“Hardly a sign or house for miles and I happen to hit the only one” he said before adding  “I was in a hell of a lot of pain for a long period of time after that“.

Unsurprisingly, with so many riders affected, the race ground to a halt as the team cars stopped to attend to the riders. Those who couldn’t go on in the race, and there were plenty of them, had to wait for ages to get transported to a hospital and Matt recalls it was over an hour before he and 25 to 30 others, ended up in hospital.

Matt pounds across the packed earth during the CiCLE race in 2010.

Most of the injured were suffering from road rash but quite bad road rash due to the speed of the crash and there were a few collarbones broken that day as well. Matt though got the unwanted prize of the worst injuries. It was ironic, says Matt, because the race was one of the first big ones he did well at when he was an amateur (1990/1991) with the famous ACBB club that launched a multitude of pro careers.

“I never expected to be riding it at 41 but I was in pretty good shape so was bitterly disappointed.” Spoken like a true bike rider!

So, today, Matt is at home with a leg in a lot of plaster, hinged for movement, covering a shin with multiple fractures at the top of the tibia where the shin turns into the cup for the knee as well as other fractures to the shin.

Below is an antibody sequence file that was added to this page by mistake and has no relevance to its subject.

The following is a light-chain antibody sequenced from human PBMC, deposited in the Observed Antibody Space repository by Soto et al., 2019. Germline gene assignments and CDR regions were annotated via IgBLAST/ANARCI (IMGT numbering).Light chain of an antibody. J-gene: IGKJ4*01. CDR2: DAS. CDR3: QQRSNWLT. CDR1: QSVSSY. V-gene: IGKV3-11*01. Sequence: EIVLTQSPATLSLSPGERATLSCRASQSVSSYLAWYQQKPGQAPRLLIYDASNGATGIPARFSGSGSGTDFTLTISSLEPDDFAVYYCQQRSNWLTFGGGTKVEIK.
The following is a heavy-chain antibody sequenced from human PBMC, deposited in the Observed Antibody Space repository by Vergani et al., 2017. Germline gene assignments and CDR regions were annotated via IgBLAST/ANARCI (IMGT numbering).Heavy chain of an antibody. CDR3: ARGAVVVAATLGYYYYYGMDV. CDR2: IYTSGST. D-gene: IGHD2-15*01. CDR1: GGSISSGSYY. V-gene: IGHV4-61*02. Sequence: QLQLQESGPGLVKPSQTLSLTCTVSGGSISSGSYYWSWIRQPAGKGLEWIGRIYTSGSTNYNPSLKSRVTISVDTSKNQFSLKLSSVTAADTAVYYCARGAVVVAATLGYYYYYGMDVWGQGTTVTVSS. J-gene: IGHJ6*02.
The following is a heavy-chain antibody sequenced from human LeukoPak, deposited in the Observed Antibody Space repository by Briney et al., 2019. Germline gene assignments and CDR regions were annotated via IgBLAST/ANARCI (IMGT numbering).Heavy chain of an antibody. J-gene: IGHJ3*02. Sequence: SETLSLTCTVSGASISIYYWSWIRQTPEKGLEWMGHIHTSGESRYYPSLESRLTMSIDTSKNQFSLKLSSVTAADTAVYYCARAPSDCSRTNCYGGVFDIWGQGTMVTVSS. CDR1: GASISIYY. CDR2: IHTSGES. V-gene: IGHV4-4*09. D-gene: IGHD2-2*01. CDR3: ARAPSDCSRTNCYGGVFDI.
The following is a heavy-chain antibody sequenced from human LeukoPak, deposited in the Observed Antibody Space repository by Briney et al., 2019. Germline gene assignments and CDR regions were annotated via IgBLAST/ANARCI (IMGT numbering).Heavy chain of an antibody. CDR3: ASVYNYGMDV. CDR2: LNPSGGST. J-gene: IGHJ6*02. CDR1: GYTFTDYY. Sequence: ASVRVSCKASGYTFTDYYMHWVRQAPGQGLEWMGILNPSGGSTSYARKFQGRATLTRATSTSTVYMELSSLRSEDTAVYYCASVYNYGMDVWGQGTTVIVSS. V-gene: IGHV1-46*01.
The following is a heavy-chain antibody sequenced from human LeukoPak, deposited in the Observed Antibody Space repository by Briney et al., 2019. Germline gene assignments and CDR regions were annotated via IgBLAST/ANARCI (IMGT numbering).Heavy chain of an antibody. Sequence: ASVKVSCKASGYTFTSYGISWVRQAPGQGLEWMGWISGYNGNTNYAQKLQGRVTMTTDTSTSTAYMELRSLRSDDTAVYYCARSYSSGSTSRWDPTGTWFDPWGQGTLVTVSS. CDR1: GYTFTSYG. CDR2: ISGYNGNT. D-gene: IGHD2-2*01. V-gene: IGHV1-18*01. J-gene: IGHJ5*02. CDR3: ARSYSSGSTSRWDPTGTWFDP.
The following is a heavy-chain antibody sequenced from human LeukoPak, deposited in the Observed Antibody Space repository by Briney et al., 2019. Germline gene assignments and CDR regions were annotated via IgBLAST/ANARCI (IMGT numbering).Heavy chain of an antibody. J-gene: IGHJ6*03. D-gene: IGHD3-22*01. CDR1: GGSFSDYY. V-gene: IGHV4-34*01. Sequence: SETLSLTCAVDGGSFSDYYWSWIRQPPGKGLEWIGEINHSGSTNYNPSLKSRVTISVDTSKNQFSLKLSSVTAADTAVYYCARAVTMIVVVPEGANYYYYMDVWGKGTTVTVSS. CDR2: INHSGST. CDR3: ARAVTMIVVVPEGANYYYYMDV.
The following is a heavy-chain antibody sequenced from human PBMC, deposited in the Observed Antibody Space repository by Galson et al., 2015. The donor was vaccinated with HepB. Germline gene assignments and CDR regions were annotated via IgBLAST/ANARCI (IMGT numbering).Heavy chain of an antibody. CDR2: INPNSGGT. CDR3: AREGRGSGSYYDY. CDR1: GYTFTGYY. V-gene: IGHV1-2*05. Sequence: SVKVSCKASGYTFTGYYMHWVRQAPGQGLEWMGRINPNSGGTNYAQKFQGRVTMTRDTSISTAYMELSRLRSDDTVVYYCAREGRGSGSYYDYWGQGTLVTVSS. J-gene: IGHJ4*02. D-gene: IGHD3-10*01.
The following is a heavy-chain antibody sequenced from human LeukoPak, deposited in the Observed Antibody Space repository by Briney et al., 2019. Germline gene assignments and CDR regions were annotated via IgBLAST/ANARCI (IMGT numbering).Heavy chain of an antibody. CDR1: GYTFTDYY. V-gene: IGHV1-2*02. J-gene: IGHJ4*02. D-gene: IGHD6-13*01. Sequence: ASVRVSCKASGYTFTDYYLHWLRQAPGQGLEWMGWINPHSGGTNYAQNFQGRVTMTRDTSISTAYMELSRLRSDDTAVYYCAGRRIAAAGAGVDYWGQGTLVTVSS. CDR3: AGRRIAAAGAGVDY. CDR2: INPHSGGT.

His season unsurprisingly, is over before it really got going but Matt is hoping to get back on a bike, a stationary one, at the end of May or early June. The cast will come off at the end of April for scans to be done and he’s hoping that the bone will have heeled enough by the end of April for the leg to be load bearing.

With so much damage to bone and muscle though, he knows he’s in for a long period of physio. Matt then explained that losing a season is so disappointing after putting in so much work to be fit. That is no easy task for Matt who works full time as a police officer, has a family, manages the Sigma team and also has to fit in training around that.